Thérèse Desqueyroux
AMC Kabuki CinemasSat, Apr 27, 2013 3:00 PM Not Available
New People CinemaMon, Apr 29, 2013 6:30 PM Not Available
Film Info
Section:World Cinema
Premiere Status:France
Year of Prod:2011
Running Time:106
Original Language:French
dir:Claude Miller
prod:Yves Marmion
scr:Claude Miller
Natalie Carter
cam:Gérard de Battista
editor:Véronique Lange
mus:Mathieu Alvado
cast:Audrey Tautou
Gilles Lellouche
Anais Demoustier
Catherine Arditi
Isabelle Sadoyan
Francis Perrin
Jean-Claude Calon
source:MPI Media Group
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Late French writer-director Claude Miller’s final film, an adaptation of François Mauriac’s famed novel, features a storyline that could have been lifted straight from a film in the tradition of Hitchcock or Clouzot. But Thérèse is not an exercise in stylish depravity so much as an affecting, simmering psychological melodrama that creates a portrait of a central character no less dark than Hitchcock’s heroines, just differently shaded. As timber heiress Thérèse Desqueyroux, an Anna Karenina-esque woman of privilege trapped in a staid existence in the 1920s French countryside, Audrey Tautou (Amélie, Coco Before Chanel) portrays the nuances of desperation and regret with a sophisticated, world-weary subtlety. Trapped in a loveless marriage, stifled by societal convention and jealous of her best friend’s passionate affair, Thérèse makes a snap decision to alter the course of her life, with potentially deadly consequences. While a director’s late-period films are often characterized by a death obsession (and from its opening scene, the specter of mortality colors Thérèse), Miller’s film is not really about that ultimate finality, but rather a sort of perversely antiheroic rebirth, offering a ray of hope glimmering amidst the long shadows cast by Thérèse’s beloved pines.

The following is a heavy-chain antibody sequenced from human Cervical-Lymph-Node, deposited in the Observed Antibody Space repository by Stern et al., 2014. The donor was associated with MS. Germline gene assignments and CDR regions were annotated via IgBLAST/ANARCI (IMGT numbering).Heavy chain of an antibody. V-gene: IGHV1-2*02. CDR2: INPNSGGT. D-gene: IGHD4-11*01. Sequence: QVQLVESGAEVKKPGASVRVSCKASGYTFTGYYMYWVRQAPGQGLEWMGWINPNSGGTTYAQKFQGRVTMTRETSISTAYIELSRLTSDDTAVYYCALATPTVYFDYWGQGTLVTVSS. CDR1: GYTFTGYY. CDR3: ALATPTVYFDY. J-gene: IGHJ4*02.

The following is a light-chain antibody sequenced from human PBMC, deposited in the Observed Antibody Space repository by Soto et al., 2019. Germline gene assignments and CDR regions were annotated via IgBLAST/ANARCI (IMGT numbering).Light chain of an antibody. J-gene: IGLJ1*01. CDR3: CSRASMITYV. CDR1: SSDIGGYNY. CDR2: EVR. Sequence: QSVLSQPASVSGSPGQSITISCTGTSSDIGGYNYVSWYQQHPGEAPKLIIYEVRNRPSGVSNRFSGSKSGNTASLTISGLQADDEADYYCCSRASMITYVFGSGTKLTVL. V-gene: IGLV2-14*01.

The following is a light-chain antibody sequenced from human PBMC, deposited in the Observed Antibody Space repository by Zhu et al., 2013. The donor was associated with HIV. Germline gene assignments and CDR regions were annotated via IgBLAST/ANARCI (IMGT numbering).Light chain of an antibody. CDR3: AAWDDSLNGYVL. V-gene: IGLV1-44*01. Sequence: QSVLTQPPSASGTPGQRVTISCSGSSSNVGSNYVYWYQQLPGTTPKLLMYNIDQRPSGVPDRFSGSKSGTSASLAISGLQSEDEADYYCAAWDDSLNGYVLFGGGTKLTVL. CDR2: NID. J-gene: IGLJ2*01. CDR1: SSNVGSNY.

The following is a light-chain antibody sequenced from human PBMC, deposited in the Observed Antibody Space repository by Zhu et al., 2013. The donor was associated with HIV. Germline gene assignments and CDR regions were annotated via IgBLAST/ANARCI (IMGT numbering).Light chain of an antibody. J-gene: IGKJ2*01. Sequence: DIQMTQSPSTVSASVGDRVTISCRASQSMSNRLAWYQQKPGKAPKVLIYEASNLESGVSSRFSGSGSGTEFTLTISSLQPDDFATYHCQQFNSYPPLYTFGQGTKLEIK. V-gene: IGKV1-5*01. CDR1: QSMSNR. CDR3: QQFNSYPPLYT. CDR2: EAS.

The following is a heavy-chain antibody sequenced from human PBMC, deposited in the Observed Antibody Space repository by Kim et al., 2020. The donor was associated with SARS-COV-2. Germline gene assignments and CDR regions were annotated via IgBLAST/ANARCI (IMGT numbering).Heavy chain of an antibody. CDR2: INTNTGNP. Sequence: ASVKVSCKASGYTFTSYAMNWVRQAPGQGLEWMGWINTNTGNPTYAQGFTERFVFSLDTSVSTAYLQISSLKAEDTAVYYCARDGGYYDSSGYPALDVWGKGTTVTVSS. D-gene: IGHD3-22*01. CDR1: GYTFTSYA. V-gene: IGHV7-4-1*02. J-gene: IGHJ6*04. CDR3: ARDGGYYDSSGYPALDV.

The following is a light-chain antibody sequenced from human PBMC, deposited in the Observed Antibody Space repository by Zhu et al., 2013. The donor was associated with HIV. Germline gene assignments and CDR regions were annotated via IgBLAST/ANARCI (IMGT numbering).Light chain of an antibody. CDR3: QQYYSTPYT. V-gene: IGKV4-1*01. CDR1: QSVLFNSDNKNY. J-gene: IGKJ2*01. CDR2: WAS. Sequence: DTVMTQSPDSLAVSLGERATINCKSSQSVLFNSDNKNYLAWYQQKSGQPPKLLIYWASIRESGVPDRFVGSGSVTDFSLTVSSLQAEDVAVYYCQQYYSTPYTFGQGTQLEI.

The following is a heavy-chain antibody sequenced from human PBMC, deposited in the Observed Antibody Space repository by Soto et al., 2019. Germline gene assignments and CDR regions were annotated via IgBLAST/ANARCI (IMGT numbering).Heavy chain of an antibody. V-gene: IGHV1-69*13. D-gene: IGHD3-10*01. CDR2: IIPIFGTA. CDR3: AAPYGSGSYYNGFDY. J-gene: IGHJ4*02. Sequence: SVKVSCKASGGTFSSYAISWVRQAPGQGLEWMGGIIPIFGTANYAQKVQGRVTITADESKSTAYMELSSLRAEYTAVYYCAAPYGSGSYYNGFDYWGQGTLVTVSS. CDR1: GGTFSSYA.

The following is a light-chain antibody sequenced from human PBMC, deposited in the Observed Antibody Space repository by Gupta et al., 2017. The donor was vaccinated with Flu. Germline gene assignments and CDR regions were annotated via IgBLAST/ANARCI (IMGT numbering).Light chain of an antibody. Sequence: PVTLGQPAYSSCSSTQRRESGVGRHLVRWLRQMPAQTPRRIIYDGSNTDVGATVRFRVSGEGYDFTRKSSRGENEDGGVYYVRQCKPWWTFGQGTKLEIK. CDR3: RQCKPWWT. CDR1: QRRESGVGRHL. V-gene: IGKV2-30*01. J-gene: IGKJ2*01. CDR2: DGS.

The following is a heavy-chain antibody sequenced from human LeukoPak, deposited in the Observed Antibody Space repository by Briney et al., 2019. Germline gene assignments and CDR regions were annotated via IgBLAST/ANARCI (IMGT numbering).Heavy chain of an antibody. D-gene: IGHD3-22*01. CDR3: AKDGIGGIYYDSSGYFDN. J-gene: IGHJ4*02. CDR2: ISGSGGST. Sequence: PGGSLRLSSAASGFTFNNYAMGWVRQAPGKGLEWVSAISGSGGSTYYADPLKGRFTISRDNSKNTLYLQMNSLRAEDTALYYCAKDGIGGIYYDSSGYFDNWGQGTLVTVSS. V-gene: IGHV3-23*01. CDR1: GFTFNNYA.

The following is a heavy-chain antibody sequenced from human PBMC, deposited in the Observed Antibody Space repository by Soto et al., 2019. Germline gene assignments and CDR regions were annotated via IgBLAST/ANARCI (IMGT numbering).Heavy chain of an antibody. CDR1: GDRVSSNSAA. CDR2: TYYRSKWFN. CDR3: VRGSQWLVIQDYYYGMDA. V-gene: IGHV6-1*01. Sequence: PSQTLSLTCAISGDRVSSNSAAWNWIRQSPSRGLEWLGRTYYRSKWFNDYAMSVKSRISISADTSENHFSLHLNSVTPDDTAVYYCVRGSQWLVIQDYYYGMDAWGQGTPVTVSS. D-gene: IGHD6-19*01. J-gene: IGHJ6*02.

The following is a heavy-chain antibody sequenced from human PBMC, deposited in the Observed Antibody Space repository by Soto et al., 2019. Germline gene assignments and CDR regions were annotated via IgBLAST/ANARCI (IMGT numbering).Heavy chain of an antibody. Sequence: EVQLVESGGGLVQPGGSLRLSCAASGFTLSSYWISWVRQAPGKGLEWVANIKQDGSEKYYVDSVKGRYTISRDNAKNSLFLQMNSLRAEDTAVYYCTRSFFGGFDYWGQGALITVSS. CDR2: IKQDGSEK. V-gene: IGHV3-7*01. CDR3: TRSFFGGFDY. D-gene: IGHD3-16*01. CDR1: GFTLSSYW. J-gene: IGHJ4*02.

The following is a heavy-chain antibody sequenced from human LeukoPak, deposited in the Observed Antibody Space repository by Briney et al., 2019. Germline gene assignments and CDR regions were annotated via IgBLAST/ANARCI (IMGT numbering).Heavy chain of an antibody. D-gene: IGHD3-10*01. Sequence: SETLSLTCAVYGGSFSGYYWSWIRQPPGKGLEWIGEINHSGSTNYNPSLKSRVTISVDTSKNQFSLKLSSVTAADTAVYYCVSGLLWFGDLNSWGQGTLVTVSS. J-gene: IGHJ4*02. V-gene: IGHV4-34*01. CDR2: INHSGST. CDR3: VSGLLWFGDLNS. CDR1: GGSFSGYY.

-Michelle Devereaux
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Additional Information

Claude Miller

French filmmaker Claude Miller (1942–2012) began his career as an assistant director and production manager for legendary directors Robert Bresson, Jacques Demy, Jean-Luc Godard and François Truffaut, contributing to films such as Au Hasard Balthazar (1966), The Young Girls of Rochefort (1967), 2 or 3 Things I Know About Her (1967) and Day for Night (1972). He made his feature debut as writer-director with The Best Way to Walk (SFIFF 1976). Other films include L’effrontée (SFIFF 1985) and The Little Thief (1988)—both starring a young Charlotte Gainsbourg—Garde à vue (1981) and Class Trip, which won the Jury Prize at the 1998 Cannes Film Festival.